In an effort to involve Georgia students in reducing traffic crashes, injuries and deaths of teen drivers, Pepperell High School announces its receipt of a $6,500 Students Against Destructive Decisions grant from the Governor’s Office of Highway Safety. The grant will enhance PHS’ existing SADD chapter with the idea that student input into the solution will help alleviate the problem of teen driver fatalities in Georgia.
The PHS SADD chapter was established in 2006 at the request of students that wanted to make an impact on their peers and educate them to make the right choices, specifically related to driving. After 13 years, the PHS SADD Chapter is still strong and vibrant in educating their peers as well as continuing to educate those in their community, county, and even state. The PHS SADD Chapter plans to continue their efforts to educate everyone to make our roads safer.
Said Alana Ellenburg, PHS SADD Advisor: “I am very proud of the work our SADD Executive Officers and members have put forth over the years. I am confident this year’s chapter can continue to teach their peers about the inherent dangers that arise when teens get behind the wheel. The SADD chapter at PHS can not only help raise awareness about things like the consequences of distracted driving, speeding, and underage drinking, but they also bring a ‘peer-to-peer’ perspective to the very group we’re trying to save.”
The PHS SADD chapter plans to conduct seat belt checks, host school wide guest speakers, and work with local law enforcement, emergency management agencies, and other local and state agencies to increase vehicle safety awareness. The PHS SADD Chapter will again host their Annual Rome/Floyd County “Just Drive” Safe Driving Expo in April.
In addition, the PHS SADD chapter will send its president and advisor to a statewide leadership-training program each fall along with representatives from other high schools that received similar grants.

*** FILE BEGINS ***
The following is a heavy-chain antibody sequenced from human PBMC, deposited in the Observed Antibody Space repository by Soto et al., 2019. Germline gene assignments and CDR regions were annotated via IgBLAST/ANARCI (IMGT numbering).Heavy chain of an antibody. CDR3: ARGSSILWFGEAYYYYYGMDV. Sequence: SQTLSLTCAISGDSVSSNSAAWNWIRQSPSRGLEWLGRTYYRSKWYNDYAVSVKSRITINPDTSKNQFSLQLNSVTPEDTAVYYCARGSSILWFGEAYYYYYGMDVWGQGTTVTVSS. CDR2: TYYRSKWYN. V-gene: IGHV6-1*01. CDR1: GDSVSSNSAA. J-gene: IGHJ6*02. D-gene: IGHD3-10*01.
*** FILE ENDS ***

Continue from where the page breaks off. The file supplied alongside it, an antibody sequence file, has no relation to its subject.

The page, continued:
Georgia Highland’s economic impact set at nearly $168 million. The University System of Georgia recently released the systems total economic impact on the state of Georgia. Of the more than $16.8 billion reported as a whole, Georgia Highlands College’s contribution was over $168 million. The USG report is for Fiscal Year 2017 and is conducted by the Selig Center for Economic Growth in the University of Georgia’s Terry College of Business. GHC’s economic impact was exactly: $168,656,120. This represents an increase of over $19 million from the Fiscal Year 2016 report. The full report, including impact by institution, is
A group of Berry College students were recently recognized for their outstanding work at the 2018 Southern Regional Model United Nations Conference in Atlanta. The conference is a simulation of the United Nations and its affiliated bodies for undergraduate students to learn more about international diplomacy and politics. This year Berry students represented Australia and Japan in seven different United Nations and related committees. Both groups were awarded position paper awards for their preconference. The Australia delegation won an honorable mention for their work and Jessie Moore and Jesse Locke won a best delegation award in the World Health Organization.
- The Berry Japan representatives included Judson Baker (of Snellville, Ga.), Jeb Blount (of Thomson, Ga.), John Catton (of Powder Springs, Ga.), Melody Creamer (of Dallas, Ga.), Sara Jordan (of Chattanooga, Tenn.), Miroslava Lopez Luna (of Dalton, Ga.), Raquel Luna (of Calhoun, Ga.), Cydney Maddox (of Marietta, Ga.), Noah Miller (of Landis, N.C.), Ryan Moran (of Waxhaw, N.C.), Devon Powers (of Naples, Fla.) and Karla Manzanares (of Dalton, Ga.) and Adelia Weber (of Leander, Texas.)
- The Berry Australia representatives included Locke, (of Dover, Fla.,) Moore, (of Bowdon, Ga.), Hunter Berry (of Harlem, Ga.), Annie Deitz (of Lexington, Ky.), Kelsey Doerr (of Marietta, Ga.), Samantha Krauskopf (of Blairsville, Ga.), Tashe Mwangi (of Woodstock, Ga.), Coleman Ott (of Murfreesboro, Tenn.) and Camryn Tidsworth (of Chapin, S.C.)